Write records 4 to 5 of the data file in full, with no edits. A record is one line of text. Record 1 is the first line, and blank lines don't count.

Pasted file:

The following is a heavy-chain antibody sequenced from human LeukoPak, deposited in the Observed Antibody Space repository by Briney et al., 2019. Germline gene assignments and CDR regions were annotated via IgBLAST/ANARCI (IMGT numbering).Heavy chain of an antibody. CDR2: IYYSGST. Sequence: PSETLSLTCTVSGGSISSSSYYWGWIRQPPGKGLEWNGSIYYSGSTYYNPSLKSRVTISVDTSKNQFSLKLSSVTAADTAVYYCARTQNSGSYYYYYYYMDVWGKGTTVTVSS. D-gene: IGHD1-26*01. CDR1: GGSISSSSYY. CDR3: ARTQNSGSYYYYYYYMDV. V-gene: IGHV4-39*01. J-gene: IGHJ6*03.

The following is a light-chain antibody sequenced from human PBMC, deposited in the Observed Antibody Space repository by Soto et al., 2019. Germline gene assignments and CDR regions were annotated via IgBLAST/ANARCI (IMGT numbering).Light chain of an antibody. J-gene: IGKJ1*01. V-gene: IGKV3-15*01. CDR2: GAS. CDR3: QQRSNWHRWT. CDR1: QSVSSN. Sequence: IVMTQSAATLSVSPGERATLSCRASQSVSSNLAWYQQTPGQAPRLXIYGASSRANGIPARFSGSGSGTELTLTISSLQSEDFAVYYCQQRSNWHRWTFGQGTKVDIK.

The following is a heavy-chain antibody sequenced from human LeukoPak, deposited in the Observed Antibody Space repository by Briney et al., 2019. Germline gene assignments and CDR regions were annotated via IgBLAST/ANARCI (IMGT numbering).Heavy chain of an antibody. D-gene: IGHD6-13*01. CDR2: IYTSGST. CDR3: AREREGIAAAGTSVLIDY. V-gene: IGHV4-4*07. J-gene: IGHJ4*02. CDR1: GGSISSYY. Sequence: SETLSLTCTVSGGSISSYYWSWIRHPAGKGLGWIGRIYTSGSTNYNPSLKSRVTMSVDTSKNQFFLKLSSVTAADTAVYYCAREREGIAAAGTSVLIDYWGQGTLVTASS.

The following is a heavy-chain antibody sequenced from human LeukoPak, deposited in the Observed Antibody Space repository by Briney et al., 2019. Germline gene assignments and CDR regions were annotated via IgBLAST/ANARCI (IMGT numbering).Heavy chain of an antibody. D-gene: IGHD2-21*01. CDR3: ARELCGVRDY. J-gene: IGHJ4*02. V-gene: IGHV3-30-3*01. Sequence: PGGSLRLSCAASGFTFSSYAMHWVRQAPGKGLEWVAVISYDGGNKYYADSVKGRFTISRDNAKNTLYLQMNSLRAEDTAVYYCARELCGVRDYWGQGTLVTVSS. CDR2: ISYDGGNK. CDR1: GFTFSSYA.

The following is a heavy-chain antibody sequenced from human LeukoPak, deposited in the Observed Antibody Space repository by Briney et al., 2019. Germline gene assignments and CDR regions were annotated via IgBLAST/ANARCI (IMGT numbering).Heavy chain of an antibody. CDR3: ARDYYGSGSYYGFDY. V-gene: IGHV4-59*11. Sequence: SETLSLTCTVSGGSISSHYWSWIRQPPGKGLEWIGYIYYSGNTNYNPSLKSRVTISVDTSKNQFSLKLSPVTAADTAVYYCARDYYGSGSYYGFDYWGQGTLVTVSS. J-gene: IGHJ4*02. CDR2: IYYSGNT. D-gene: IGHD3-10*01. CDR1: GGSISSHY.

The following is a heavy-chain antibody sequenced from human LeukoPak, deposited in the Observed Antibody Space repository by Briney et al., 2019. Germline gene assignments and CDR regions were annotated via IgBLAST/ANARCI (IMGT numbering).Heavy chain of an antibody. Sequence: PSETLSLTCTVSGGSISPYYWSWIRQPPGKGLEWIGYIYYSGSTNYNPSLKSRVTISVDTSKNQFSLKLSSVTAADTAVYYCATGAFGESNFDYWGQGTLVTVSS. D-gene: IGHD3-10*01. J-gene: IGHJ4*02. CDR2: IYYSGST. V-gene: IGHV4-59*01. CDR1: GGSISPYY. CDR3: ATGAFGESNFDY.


The following is a heavy-chain antibody sequenced from human LeukoPak, deposited in the Observed Antibody Space repository by Briney et al., 2019. Germline gene assignments and CDR regions were annotated via IgBLAST/ANARCI (IMGT numbering).Heavy chain of an antibody. D-gene: IGHD2-21*01. CDR3: ARELCGVRDY. J-gene: IGHJ4*02. V-gene: IGHV3-30-3*01. Sequence: PGGSLRLSCAASGFTFSSYAMHWVRQAPGKGLEWVAVISYDGGNKYYADSVKGRFTISRDNAKNTLYLQMNSLRAEDTAVYYCARELCGVRDYWGQGTLVTVSS. CDR2: ISYDGGNK. CDR1: GFTFSSYA.

The following is a heavy-chain antibody sequenced from human LeukoPak, deposited in the Observed Antibody Space repository by Briney et al., 2019. Germline gene assignments and CDR regions were annotated via IgBLAST/ANARCI (IMGT numbering).Heavy chain of an antibody. CDR3: ARDYYGSGSYYGFDY. V-gene: IGHV4-59*11. Sequence: SETLSLTCTVSGGSISSHYWSWIRQPPGKGLEWIGYIYYSGNTNYNPSLKSRVTISVDTSKNQFSLKLSPVTAADTAVYYCARDYYGSGSYYGFDYWGQGTLVTVSS. J-gene: IGHJ4*02. CDR2: IYYSGNT. D-gene: IGHD3-10*01. CDR1: GGSISSHY.